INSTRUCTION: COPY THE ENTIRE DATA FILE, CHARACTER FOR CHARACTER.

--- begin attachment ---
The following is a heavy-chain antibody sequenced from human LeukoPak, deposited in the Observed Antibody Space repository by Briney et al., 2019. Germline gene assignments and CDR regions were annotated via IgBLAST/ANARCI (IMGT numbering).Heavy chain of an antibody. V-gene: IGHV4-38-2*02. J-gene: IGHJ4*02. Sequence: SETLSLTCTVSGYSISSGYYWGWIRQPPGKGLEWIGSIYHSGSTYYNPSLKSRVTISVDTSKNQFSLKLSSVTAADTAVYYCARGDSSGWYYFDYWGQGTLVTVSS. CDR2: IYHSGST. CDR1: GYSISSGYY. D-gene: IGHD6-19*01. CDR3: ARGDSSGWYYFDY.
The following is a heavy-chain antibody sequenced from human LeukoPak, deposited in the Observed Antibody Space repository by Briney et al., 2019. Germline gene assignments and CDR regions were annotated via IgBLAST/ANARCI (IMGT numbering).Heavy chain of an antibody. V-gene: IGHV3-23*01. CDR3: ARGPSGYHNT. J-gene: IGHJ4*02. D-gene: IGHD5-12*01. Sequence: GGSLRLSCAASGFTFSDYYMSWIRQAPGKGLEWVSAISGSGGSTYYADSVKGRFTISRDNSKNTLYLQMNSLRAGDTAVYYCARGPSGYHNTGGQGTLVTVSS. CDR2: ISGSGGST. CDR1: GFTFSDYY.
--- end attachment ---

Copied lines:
The following is a heavy-chain antibody sequenced from human LeukoPak, deposited in the Observed Antibody Space repository by Briney et al., 2019. Germline gene assignments and CDR regions were annotated via IgBLAST/ANARCI (IMGT numbering).Heavy chain of an antibody. V-gene: IGHV4-38-2*02. J-gene: IGHJ4*02. Sequence: SETLSLTCTVSGYSISSGYYWGWIRQPPGKGLEWIGSIYHSGSTYYNPSLKSRVTISVDTSKNQFSLKLSSVTAADTAVYYCARGDSSGWYYFDYWGQGTLVTVSS. CDR2: IYHSGST. CDR1: GYSISSGYY. D-gene: IGHD6-19*01. CDR3: ARGDSSGWYYFDY.
The following is a heavy-chain antibody sequenced from human LeukoPak, deposited in the Observed Antibody Space repository by Briney et al., 2019. Germline gene assignments and CDR regions were annotated via IgBLAST/ANARCI (IMGT numbering).Heavy chain of an antibody. V-gene: IGHV3-23*01. CDR3: ARGPSGYHNT. J-gene: IGHJ4*02. D-gene: IGHD5-12*01. Sequence: GGSLRLSCAASGFTFSDYYMSWIRQAPGKGLEWVSAISGSGGSTYYADSVKGRFTISRDNSKNTLYLQMNSLRAGDTAVYYCARGPSGYHNTGGQGTLVTVSS. CDR2: ISGSGGST. CDR1: GFTFSDYY.